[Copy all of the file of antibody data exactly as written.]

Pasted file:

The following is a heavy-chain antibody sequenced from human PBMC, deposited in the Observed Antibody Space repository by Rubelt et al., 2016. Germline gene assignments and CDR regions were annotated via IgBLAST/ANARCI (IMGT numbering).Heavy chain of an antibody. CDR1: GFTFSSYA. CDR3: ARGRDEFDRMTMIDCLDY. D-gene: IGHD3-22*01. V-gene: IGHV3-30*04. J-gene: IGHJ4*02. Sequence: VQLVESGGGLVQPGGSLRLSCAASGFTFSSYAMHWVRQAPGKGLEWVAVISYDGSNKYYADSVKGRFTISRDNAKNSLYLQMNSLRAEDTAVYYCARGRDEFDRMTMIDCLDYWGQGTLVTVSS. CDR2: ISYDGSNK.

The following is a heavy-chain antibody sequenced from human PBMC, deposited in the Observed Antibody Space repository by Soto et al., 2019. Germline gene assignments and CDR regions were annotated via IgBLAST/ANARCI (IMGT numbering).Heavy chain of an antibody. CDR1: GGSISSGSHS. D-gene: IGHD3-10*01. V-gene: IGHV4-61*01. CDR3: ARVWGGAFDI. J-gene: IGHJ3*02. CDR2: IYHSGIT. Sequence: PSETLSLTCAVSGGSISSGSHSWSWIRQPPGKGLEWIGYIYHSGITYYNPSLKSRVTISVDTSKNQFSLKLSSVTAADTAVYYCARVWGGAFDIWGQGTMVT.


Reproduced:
The following is a heavy-chain antibody sequenced from human PBMC, deposited in the Observed Antibody Space repository by Rubelt et al., 2016. Germline gene assignments and CDR regions were annotated via IgBLAST/ANARCI (IMGT numbering).Heavy chain of an antibody. CDR1: GFTFSSYA. CDR3: ARGRDEFDRMTMIDCLDY. D-gene: IGHD3-22*01. V-gene: IGHV3-30*04. J-gene: IGHJ4*02. Sequence: VQLVESGGGLVQPGGSLRLSCAASGFTFSSYAMHWVRQAPGKGLEWVAVISYDGSNKYYADSVKGRFTISRDNAKNSLYLQMNSLRAEDTAVYYCARGRDEFDRMTMIDCLDYWGQGTLVTVSS. CDR2: ISYDGSNK.

The following is a heavy-chain antibody sequenced from human PBMC, deposited in the Observed Antibody Space repository by Soto et al., 2019. Germline gene assignments and CDR regions were annotated via IgBLAST/ANARCI (IMGT numbering).Heavy chain of an antibody. CDR1: GGSISSGSHS. D-gene: IGHD3-10*01. V-gene: IGHV4-61*01. CDR3: ARVWGGAFDI. J-gene: IGHJ3*02. CDR2: IYHSGIT. Sequence: PSETLSLTCAVSGGSISSGSHSWSWIRQPPGKGLEWIGYIYHSGITYYNPSLKSRVTISVDTSKNQFSLKLSSVTAADTAVYYCARVWGGAFDIWGQGTMVT.